I like to skip the next few days of the trip. They are, for the most part, lacking in excitement or adventure. Unless, of course, you count being stranded in North Dakota for three hours because someone forgot their passport back in SD. Thoughts of murder and suicide were running extremely high during that period. Lucas and I took a few moments to talk but the heat and the presence of two irritating eighth grade girls made me snappy—thus, he was offended, and I was suddenly in hate with everything. To make matters worse, I had no outlet. Nothing to calm myself. I think I went into the middle of this endless field of yellow grass and stood on a little rock for several minutes, staring into the lack that is North Dakota.
At one of the rest stops, Lucas and I stood boldly by this giant painted wooden sign that read something about Lewis and Clark, plus something about mountain men, Native Americans, and cows. We read the entire thing aloud as fast as our tongues could manage—and in British accents. A crowd of our friends gathered. After that event we took a short walk, talking in quiet voices about the rising tension. About the shadow in Nate’s eyes. The dimming of Garret’s brilliance, which made his smiles seem subdued and his laughter very far away (the next morning I made myself a liar and told him I was tired of being angry with him, but only because I couldn’t explain why I was so angry.) People grew suspicious of our behavior, so as we walked slowly towards the group—skipping the cracks in the sidewalks—we gripped hands momentarily, like a silent signal that told a thousand stories of worry and encouragement.
We slept in North Dakota for the first time. We usually don’t spend nights there, but there’s no sense of adventure in driving through Dakota highways at night. There's nothing worse than driving through hot nothing than hot and dark nothing. So we set up camp by the Heart River, and spent a good hour talking to a man with six children and a lazy eye who had come from Sturgis. He rambled about windshields like televisions and front yards and the tragedies of Crazy Horse Monument and Mount Rushmore and of course—the government. The first morning in North Dakota I was awakened by the sunrise, before everyone else, and took pictures of sleeping faces in the rising light. I captured the painted sky over that slow little river and my heart was brimming with something unspeakable—which might be why I went and lied to Garret even though he was eating a banana and I was hoping for something a little more serious.
The night before we drove up to Canada, we stopped at a place called Liberty Lake. It was the kind of campsite that requires you to drive five miles an hour, and it’s three miles into the little patch of grass you paid for. There were multi-racial kids playing frisbee on the big lawn, sitting on the picnic benches, staring at all of us dirty missionaries as we set up camp and got out the guitars. There were dragonflies everywhere, invading sleeping bags and ears and getting caught at the peaks of our tents. I spent a lot of time alone on my bed, still trying to write something for Lucas. We had a birthday party for the younger Garrett, he turned sixteen, and I was forced to kiss him on the cheek.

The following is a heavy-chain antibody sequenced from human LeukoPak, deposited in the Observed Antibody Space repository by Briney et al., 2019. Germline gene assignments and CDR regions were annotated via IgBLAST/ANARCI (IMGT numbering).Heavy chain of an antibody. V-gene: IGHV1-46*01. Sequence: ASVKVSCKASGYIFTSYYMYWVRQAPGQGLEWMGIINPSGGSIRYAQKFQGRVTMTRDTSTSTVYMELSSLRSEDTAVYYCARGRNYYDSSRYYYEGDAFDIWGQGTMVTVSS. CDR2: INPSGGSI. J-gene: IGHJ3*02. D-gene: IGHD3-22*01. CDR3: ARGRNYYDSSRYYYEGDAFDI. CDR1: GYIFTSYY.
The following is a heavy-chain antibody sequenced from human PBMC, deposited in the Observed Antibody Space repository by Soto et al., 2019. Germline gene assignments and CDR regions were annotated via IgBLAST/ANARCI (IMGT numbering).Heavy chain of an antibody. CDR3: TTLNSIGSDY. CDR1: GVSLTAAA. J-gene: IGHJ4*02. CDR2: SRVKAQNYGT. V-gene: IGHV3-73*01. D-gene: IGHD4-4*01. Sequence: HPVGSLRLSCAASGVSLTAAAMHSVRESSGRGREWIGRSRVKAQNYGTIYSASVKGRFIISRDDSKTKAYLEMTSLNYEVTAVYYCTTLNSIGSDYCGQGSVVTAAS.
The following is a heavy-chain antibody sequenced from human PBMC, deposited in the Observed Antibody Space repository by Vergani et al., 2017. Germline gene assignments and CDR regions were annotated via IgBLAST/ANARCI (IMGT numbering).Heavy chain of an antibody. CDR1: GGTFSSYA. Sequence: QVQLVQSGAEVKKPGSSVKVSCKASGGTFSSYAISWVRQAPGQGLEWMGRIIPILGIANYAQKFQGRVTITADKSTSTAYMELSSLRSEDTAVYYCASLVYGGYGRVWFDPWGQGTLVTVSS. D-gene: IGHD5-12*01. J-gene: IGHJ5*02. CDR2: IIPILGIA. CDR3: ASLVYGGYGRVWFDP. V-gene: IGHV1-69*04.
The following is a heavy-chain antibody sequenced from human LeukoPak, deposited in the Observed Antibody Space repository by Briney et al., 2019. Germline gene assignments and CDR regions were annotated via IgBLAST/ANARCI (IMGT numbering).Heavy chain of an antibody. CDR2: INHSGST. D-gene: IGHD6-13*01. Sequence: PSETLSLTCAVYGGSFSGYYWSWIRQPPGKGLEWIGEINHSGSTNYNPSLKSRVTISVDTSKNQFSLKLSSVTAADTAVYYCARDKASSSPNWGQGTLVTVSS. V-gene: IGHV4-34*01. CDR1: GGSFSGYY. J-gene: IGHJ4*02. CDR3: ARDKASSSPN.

And late in the afternoon, nearing evening, I lay down on the dried up dirt, among a pile of Lucas, Kevin, Zoe and Alison. We were a lump of blankets and flesh layered with lake residue and Dakota dust. Laughing out loud, making our great lump shake and dislodge elbows and chins, carefully arranged among thighs and collarbones. Lucas and Kevin were both half-sprawled on my back, their jaws poking into my spine. The girls were jumbled upon each other somewhere near my shoulder, their legs tangled with Kevin’s. I could smell the dirt near my face, feel the rough blades of dead grass on my arms as I was pressed into the earth. I could have stayed there forever, falling asleep mid-giggle with some cherished friends weighing me down, taking away the feeling of the world on my shoulders.
That night we gathered in the lawn under the stars and sang. People had gone off in their little private groups again, two-people clusters sitting under trees and hidden in the dark. But it was late. They all came in at the tones coming from Lucas, slumped on the ground with his guitar. I could feel something pressing at me from all sides, something taunting me, grabbing at my hands and feet, trying to make me run. But I still had several hours before Canada. So I just tilted my head back, gazing wantonly at the soul-drowning midnight above me, the watercolor clouds and the pinpoints of exquisite radiance, with my voice banging at the doors of the heavenly painting above me.
See, I’d like to skip those days. I want to skip the insatiable smiles of exhausted anticipation, and the moments with Lucas where our voices barely reach our lips in attempts to hide the truth only we see, and I want to skip being unbelievably happy and semi-conscious, and I want to skip how I forgot all my troubles in those few sunny days. Because the week after those days seemed to erase the sunny high I was on. The coming week is so much emptier, so much fuller, a compelling conflict of hearts and minds. The coming week explains voices and words, pain and solitude, water, and fear, and the meaning of certain rocks. But those deep dark moments don’t mean anything if the preceding light goes unmentioned.